Business leaders and risk professionals should review and refresh their preparedness, response, and recovery plans in order to safeguard people, properties, and operations — and be ready to promptly report insurance claims in the event of losses. This includes:

  • Monitoring weather patterns: Keep an eye on weather patterns in your region and around the world. This can help you anticipate potential risks and take action to mitigate them.
  • Developing business continuity and contingency plans: Create business continuity and contingency plans for various scenarios – such as droughts, floods, and other extreme weather events – which could impact your business operations, suppliers, and customers globally, and be sure to test them regularly. Doing so can enable you to respond promptly and efficiently if a weather-related risk materialises.
  • Diversifying your supply chain: Assess your supply chain network in light of the potential risk of disruptions from extreme weather events and consider alternatives. This may entail sourcing materials and products from alternative regions and suppliers, including local ones.
  • Investing in infrastructure: Consider investing in infrastructure that can withstand extreme weather events, such as flood barriers and backup power systems. This can help you minimise the damage caused by extreme weather events and recover faster.
  • Educating and supporting employees: Inform your employees about the risks associated with El Niño, how your organisation will communicate with them about such events, and how your employees can help mitigate impacts on the business and themselves. This may involve providing training on emergency procedures and best response practices. Organisations also should be prepared to support their employees if directly impacted by an El Niño-driven weather event, including through: adjustments to leave policies; financial, housing, insurance claims filing, and similar assistance, as feasible; and medical, physical, and mental health resources.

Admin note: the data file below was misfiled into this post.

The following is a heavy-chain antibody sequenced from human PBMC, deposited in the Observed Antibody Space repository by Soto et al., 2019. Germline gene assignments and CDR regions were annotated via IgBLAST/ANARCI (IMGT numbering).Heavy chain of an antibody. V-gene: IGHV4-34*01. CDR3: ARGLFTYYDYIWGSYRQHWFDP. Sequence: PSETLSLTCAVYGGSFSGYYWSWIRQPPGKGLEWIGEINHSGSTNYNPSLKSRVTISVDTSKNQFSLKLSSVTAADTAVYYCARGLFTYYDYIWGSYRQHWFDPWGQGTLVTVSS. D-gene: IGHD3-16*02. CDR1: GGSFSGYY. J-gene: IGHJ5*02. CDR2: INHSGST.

• Updating your insurance program and claims processes: Review your property, natural catastrophe, business interruption, environmental, and related coverages to assess your insurance protection in the event your business is impacted by El Niño-driven events. This should include evaluating any changes in values, determining what should be self-insured, and identifying areas where parametrics could be advantageous. You should also discuss claims communications and preparations protocols with your insurers, adjusters, brokers, and specialist resources, which can help streamline your claims process if the worst happens.

As a risk management professional, it is crucial for you to understand the potential business disruption and other risks associated with the 2023-2024 El Niño phenomenon and implement strategies to mitigate them. While the impacts of this El Niño year remain uncertain, taking proactive steps now can help your organisation remain resilient and more effectively withstand any weather-related challenges that may arise.

This publication is not intended to be taken as advice regarding any individual situation and should not be relied upon as such. Marsh shall have no obligation to update this publication and shall have no liability to you or any other party arising out of this publication or any matter contained herein. LCPA 23/525